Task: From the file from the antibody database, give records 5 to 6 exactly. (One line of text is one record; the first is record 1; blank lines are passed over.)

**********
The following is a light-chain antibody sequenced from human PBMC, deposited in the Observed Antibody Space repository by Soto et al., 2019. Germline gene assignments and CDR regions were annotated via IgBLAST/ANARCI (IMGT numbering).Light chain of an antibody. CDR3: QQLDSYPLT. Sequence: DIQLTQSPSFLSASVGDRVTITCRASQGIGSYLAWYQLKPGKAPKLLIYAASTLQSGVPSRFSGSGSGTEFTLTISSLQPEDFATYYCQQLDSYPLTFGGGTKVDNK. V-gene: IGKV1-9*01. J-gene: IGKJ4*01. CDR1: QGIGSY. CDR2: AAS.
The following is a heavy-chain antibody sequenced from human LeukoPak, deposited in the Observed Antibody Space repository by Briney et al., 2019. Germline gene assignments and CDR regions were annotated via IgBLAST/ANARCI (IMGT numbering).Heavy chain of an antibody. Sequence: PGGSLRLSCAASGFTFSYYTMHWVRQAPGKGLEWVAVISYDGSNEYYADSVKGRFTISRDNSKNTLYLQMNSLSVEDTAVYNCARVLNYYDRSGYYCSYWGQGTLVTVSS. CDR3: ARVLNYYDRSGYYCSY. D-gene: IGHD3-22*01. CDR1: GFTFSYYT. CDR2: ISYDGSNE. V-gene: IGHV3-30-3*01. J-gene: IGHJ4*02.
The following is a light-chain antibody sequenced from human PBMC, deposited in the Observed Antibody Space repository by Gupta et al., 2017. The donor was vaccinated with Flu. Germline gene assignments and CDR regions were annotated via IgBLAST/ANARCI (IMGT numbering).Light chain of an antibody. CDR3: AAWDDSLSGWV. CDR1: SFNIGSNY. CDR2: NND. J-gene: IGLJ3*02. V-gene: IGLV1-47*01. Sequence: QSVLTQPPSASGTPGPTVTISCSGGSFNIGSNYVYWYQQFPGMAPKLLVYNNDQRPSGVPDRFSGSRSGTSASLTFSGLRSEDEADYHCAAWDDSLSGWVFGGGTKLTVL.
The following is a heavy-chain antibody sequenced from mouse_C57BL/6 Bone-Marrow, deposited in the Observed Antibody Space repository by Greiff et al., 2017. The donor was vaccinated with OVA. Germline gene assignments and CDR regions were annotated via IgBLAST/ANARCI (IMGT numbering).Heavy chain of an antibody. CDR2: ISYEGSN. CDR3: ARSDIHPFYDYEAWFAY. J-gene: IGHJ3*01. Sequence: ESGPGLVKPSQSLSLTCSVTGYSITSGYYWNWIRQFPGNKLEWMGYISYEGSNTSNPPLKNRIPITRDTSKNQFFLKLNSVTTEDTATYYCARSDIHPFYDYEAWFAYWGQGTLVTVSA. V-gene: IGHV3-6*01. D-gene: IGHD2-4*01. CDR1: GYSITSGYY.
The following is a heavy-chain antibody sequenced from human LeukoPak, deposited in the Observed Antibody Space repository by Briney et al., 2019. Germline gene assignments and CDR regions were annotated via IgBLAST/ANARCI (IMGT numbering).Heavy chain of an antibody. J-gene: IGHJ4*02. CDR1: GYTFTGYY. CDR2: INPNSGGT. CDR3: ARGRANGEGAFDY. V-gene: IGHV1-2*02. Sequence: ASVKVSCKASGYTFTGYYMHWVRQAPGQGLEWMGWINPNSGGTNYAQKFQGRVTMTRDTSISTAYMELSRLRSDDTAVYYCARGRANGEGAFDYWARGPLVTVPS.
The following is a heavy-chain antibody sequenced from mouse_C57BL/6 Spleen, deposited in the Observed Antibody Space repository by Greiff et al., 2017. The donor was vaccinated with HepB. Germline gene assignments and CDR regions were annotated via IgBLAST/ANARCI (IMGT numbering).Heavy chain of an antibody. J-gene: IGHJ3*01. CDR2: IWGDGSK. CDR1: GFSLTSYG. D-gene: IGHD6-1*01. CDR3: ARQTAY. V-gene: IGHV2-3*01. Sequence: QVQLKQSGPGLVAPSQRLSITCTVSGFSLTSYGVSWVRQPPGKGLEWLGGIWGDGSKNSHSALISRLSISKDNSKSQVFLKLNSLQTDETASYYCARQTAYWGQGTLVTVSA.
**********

The following is a heavy-chain antibody sequenced from human LeukoPak, deposited in the Observed Antibody Space repository by Briney et al., 2019. Germline gene assignments and CDR regions were annotated via IgBLAST/ANARCI (IMGT numbering).Heavy chain of an antibody. J-gene: IGHJ4*02. CDR1: GYTFTGYY. CDR2: INPNSGGT. CDR3: ARGRANGEGAFDY. V-gene: IGHV1-2*02. Sequence: ASVKVSCKASGYTFTGYYMHWVRQAPGQGLEWMGWINPNSGGTNYAQKFQGRVTMTRDTSISTAYMELSRLRSDDTAVYYCARGRANGEGAFDYWARGPLVTVPS.
The following is a heavy-chain antibody sequenced from mouse_C57BL/6 Spleen, deposited in the Observed Antibody Space repository by Greiff et al., 2017. The donor was vaccinated with HepB. Germline gene assignments and CDR regions were annotated via IgBLAST/ANARCI (IMGT numbering).Heavy chain of an antibody. J-gene: IGHJ3*01. CDR2: IWGDGSK. CDR1: GFSLTSYG. D-gene: IGHD6-1*01. CDR3: ARQTAY. V-gene: IGHV2-3*01. Sequence: QVQLKQSGPGLVAPSQRLSITCTVSGFSLTSYGVSWVRQPPGKGLEWLGGIWGDGSKNSHSALISRLSISKDNSKSQVFLKLNSLQTDETASYYCARQTAYWGQGTLVTVSA.